DAVID GANDY Q&A
Britain's leading male model talks about his passion for style and cars, and how he helped to get Jaguar's Norman Dewis into a Savile Row suit
Tell me a bit about how today came about.
At the F-PACE launch, we talked about Norman doing Top Gear. I said it would be great to get him into one of the finest suits he'll ever have. Henry Poole - one of the oldest and best tailors on Savile Row - had created a Jaguar lining, and I thought it would be really apt for Norman. I called Simon Cundey at Henry Poole, and he kindly agreed to do it. It's a great link with Jaguar, keeping that British style and quality.
Balancing heritage with modern design feels like a very British thing right now. What's the secret to that?
Heritage can be a huge advantage. The whole world wants our history. But it can also be a hindrance, as companies struggle to move with the times. In Britain, we've got Savile Row, where men have always aspired to get the best suits, but we've also got the likes of Carnaby Street and Vivienne Westwood. That blend of tradition and innovation is exactly what Jaguar is doing. Look at the Lightweight E-type. What other brand would do that with their heritage? Mercedes and Audi could, but they haven't. It's having respect for your past, but moving it forward. At Stratstone, you've got the Lightweight E-type, which is wonderfully faithful to the original. Upstairs you've got the F-TYPE R, which sets the pace for design, and has some of the best technology on the road. You can see the progress, but also the similarities.
Have you always been a car nut?
Ever since I can remember I've had a car magazine in my hand, but it wasn't a family thing. My mum and dad weren't particularly interested in cars. My grandfather was mechanically talented, and could take parts of a car apart and put them back together, but he didn't care what sort of car it was. I'm not sure where it came from. Fashion is my job, but cars are my passion, so it's great to be able to drive and write about them.
In a list of your favourite cars for Vogue, you name-checked the Jaguar XKSS and XJ6, but the E-type was an interesting omission.
I might have to change that after seeing the Lightweight E-type. You can't deny the E-type is stunning - when Enzo Ferrari calls it the most beautiful car in the world, there's no argument. But when something is as popular and iconic as the E-type, it's nice to think differently. I don't fit in the E-type, which is perhaps why I'm a little bitter. For me, the XKSS - and the C-type and D-type that preceded it - have a unique style. The XJ was about remembering family holidays - being chucked in the back and travelling around Europe. It's strange how my family has been Jaguar through and through - how a brand stays with you. My Dad grew up with Jags, and my parents now own a Land Rover Discovery and a Jaguar. It's all still in the family.
You've done the Mille Miglia in a classic Jaguar. How did you find that?
People think it's a lovely trip through Tuscany for a few hours, but it's tough. Classic cars, although fast and wonderful to drive, don't have the comfort or safety of modern cars. You're on public roads in the mountains, with 400m drops. The weather can sometimes be horrendous, and you're driving 12-14 hours a day. You get something to eat, a few hours sleep, then you're back in the car at 6am the next day. If you have a passion for driving, though, there's nothing better. I'd never call it a holiday, but it's an amazing experience. If my holidays were like that every year, I'd be a happy man.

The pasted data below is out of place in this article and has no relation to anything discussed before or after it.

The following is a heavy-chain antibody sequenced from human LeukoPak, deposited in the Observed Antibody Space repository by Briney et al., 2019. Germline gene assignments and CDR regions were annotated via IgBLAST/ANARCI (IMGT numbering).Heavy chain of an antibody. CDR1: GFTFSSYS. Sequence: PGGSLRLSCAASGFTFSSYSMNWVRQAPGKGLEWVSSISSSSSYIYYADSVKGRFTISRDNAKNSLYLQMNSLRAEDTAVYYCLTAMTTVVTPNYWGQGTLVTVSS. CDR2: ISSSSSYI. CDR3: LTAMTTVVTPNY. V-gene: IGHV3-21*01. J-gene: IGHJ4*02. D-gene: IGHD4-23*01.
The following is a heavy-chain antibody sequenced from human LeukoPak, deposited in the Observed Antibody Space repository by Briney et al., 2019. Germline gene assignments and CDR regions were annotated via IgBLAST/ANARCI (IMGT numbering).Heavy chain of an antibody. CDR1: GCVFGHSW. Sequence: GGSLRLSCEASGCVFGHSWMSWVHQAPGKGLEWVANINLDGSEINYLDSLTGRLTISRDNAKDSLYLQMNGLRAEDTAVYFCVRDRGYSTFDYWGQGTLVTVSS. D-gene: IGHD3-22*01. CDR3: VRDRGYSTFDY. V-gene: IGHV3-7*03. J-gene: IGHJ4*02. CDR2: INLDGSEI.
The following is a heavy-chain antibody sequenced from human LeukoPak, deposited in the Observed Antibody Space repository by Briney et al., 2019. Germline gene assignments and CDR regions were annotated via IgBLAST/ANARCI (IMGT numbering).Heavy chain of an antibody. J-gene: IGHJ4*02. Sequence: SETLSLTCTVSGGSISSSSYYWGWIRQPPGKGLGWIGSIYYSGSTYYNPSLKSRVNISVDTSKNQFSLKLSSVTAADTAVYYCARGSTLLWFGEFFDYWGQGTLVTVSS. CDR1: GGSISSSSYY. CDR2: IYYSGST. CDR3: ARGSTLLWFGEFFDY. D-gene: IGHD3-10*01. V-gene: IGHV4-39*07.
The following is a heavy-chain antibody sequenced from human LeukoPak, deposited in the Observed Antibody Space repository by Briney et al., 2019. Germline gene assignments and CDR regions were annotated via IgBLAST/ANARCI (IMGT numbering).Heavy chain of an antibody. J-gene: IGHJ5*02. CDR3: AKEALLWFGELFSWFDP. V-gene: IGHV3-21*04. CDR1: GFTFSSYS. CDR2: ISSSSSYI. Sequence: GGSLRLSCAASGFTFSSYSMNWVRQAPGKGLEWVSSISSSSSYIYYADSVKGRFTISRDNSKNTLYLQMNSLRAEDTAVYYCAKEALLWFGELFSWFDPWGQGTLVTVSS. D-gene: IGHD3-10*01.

How hard is it to imagine people like Norman Dewis racing there in the 1950s?
The Mille Miglia is one of a few occasions where you really can imagine how it was, back in the day. At 60mph, it feels three times as fast, but Sir Stirling Moss averaged 100mph to do the Mille Miglia in 10 hours. I can't even fathom that in my head.
Have you thought about doing any circuit racing?
I would, if I had time. I must admit I'm not the best track racer. I've done road rallying and hillclimbs, but it's a different mentality doing lap after lap and slowly improving your speed. People say you do a good lap time, but I'll have no idea of what I did differently. Then I'll be two seconds a lap slower.
You own a Mercedes-Benz 190 SL restored by Hilton & Moss. Do you prefer driving classic cars or modern cars?
There are advantages to both. Every moment with a classic car is an experience, and keeping them running for the next generation is important. Sometimes, you look at the money and time you've spent restoring your car, the fact you've spent 10 minutes getting it started. But, on a gorgeous road, on a sunny day, it brings a smile to everyone's face. That's the appeal. Then you drive around London for three hours. Your arms ache, you're dying of car fumes. You get in a modern car, and everything seems so easy. Equally, some modern cars can feel a bit like driving a computer. I'm not a fan of autonomous technology, so it's lovely to have cars with that connection with the road through the wheel, that feeling through the seat of your pants. Jaguar is probably one of the few manufacturers still maintaining that old-school feeling.